What Is The Difference Between A Midwife And A Doula?

Posted on 02. Nov, 2011 by in Birth, Labor & Delivery, Pregnancy Education

Choosing who will help you through your pregnancy is of monumental importance, but choosing who will help you bring your baby into this world is even greater.

While the majority of expecting and trying to conceive women are familiar with what and how an obstetrician will work with you throughout your pregnancy and delivery, not all of us are quite as privy to how a midwife or doula can aid us in the pregnancy and delivery process.

Midwife: A midwife is a trained medical professional. Their competency is based and measured through training, education, and supervised clinical experience. They don’t necessarily have a degree of any kind, but some do. In order to be a midwife, one must become certified. This means that at the end of their certification process, a midwife will hold certification accredited by the MEAC (Midwifery Education Accreditation Council, www.meacschools.org). With this certification they will be able to work in a private, public, or group practice. They can work with a team of medical doctors at a clinic, practice, hospital, or for themselves. 

Midwives can prescribe some medications, they can perform yearly gynecological exams, and they can deliver your child. They can also provide family planning, infant care, women’s health care, and provide prenatal and birthing care.

The scope of what a midwife can do is limited by state laws, which vary on a state by state basis.

A midwife is normally chosen by expecting parents if they crave more intimate care than a medical doctor can give. Some parents chose to birth at home or at a midwifery clinic, a doctor wouldn’t necessarily allow that so in those instances, a midwife would work with you to make that vision a reality.

Doula: A doula oftentimes becomes a mother’s best comrade throughout their pregnancy and labor. A doula provides intimate care to the mother and her baby.

There are two types of doulas; a birth doula and a postpartum doula.

Doula restrictions and guidelines vary per state. To become a doula, one must go through certification, training, and live births. A doula’s experience is key when it comes to choosing the right doula for you and your family.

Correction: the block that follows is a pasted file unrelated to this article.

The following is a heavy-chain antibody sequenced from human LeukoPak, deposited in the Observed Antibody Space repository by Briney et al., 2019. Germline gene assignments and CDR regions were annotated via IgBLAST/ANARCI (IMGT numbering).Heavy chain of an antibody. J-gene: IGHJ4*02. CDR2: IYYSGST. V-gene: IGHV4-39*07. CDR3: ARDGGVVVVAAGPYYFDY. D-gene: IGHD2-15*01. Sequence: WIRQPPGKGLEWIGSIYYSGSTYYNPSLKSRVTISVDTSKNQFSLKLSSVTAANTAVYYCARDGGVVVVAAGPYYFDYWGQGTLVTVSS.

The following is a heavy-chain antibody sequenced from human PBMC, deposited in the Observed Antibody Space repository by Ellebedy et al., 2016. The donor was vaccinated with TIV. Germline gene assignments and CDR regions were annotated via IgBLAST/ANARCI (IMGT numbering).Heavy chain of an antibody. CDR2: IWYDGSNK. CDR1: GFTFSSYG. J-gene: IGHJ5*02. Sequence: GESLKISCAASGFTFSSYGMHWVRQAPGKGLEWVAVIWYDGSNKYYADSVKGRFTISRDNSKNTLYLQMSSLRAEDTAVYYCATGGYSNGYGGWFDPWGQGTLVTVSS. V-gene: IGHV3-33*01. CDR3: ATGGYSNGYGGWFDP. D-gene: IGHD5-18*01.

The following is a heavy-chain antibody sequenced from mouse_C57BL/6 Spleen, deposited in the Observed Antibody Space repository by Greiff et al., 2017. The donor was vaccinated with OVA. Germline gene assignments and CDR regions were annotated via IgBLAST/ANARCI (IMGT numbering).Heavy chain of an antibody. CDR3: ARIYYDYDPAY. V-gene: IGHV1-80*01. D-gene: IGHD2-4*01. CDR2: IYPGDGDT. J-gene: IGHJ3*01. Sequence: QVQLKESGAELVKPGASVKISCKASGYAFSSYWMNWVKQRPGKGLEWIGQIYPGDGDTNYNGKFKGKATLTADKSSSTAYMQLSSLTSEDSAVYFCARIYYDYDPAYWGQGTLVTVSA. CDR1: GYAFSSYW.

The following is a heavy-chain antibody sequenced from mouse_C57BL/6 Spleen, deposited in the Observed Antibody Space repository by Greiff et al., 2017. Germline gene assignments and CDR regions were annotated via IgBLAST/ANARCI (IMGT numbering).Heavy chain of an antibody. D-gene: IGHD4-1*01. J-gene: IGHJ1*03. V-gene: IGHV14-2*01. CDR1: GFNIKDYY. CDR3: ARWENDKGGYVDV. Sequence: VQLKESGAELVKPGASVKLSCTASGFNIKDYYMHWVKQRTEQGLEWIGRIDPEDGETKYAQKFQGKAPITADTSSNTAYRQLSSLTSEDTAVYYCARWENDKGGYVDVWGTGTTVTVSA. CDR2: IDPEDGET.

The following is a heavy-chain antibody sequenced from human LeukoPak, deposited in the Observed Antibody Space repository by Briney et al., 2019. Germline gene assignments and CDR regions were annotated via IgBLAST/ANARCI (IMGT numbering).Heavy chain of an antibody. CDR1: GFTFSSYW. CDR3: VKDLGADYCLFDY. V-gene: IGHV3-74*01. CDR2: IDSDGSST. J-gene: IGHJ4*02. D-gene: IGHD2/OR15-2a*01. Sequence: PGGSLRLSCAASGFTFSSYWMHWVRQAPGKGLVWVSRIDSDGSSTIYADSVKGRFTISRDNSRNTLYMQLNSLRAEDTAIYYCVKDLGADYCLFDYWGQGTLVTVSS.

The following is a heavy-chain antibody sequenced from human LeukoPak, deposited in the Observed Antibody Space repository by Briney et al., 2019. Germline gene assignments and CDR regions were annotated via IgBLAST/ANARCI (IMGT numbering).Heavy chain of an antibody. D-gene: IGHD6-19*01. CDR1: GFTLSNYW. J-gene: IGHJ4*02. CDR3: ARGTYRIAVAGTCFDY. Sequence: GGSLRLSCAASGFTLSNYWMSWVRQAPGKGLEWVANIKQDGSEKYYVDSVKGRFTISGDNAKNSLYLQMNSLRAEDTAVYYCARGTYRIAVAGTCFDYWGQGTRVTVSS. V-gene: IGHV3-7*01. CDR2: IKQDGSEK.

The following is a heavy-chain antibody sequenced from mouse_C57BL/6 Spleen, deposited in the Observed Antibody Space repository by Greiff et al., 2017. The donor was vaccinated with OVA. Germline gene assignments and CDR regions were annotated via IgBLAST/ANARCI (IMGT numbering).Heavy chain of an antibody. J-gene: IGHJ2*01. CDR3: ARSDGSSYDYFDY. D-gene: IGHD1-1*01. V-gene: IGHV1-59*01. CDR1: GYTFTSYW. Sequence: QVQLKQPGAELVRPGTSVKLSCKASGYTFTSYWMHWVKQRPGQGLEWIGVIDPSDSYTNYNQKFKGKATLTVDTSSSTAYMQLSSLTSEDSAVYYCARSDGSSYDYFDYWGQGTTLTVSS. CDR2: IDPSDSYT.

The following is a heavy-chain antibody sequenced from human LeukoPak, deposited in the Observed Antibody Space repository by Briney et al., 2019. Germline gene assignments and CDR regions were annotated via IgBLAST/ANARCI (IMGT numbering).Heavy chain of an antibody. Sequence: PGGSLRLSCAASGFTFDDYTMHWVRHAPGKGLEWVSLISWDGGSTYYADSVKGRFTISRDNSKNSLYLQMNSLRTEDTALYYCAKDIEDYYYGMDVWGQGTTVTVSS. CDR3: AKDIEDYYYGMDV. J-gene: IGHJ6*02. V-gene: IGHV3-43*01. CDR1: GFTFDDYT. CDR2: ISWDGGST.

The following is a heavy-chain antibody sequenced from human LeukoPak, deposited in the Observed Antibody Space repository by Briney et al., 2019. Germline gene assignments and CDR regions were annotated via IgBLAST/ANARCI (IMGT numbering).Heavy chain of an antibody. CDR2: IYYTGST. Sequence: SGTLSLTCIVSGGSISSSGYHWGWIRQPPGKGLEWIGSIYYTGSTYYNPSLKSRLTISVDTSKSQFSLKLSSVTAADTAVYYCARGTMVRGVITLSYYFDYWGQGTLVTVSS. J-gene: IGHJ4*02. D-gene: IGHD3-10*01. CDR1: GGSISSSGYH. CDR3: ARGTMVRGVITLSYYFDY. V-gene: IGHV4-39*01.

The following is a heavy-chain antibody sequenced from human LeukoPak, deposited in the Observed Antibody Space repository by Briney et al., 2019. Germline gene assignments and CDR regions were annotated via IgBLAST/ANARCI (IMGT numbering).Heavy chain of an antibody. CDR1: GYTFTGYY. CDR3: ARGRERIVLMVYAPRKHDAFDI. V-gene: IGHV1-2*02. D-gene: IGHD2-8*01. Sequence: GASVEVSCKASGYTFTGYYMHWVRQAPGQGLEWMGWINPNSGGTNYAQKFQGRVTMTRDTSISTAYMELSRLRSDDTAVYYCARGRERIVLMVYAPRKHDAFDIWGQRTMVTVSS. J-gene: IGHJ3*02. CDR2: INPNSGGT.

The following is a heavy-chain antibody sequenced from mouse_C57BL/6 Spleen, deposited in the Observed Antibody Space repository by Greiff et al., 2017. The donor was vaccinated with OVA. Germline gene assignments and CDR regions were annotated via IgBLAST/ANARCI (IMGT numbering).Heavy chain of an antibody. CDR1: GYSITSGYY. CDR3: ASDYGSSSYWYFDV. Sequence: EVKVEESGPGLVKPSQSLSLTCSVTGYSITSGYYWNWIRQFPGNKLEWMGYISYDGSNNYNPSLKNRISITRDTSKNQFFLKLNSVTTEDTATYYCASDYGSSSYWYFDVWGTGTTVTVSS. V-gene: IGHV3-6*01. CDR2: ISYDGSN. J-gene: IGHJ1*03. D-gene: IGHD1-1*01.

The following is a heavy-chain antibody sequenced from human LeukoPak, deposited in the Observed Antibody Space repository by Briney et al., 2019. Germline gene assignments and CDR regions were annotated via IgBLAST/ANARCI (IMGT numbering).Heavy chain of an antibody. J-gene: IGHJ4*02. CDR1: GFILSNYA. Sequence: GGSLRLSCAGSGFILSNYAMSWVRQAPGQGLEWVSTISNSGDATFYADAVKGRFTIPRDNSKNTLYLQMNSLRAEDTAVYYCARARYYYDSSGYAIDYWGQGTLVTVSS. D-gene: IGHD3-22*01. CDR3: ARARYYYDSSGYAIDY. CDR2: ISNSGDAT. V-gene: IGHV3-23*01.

You start getting to know your doula (if she wasn’t a friend prior to the pregnancy) while you’re pregnant. The bond begins to form between the two of you and the friendship blossoms into that of a respectful and conscientious one where you form a birth plan and questions get asked and answered back and forth.

Your doula’s main purpose is simply to be there for you, your baby, and your partner throughout the pregnancy and delivery. During labor, your doula can use numerous homeopathic techniques such as massage and different labor positions to help you through delivery. During your postpartum, your doula can help with caring for an infant, breastfeeding, and healing after childbirth.

A lot of pregnant families chose to have a midwife and a doula throughout their pregnancy, delivery, and even post-birth. Both become an integral part of the pregnancy and birth process and it’s really up to you and your partner to choose one or both or none to be present as your baby comes into this world.

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About the author: Danielle is a freelance blogger and editor specializing in parenting, family, pregnancy, social media, and entrepreneurial topics. To learn more about Danielle, please visit her website at www.PenPointEditorial.com.

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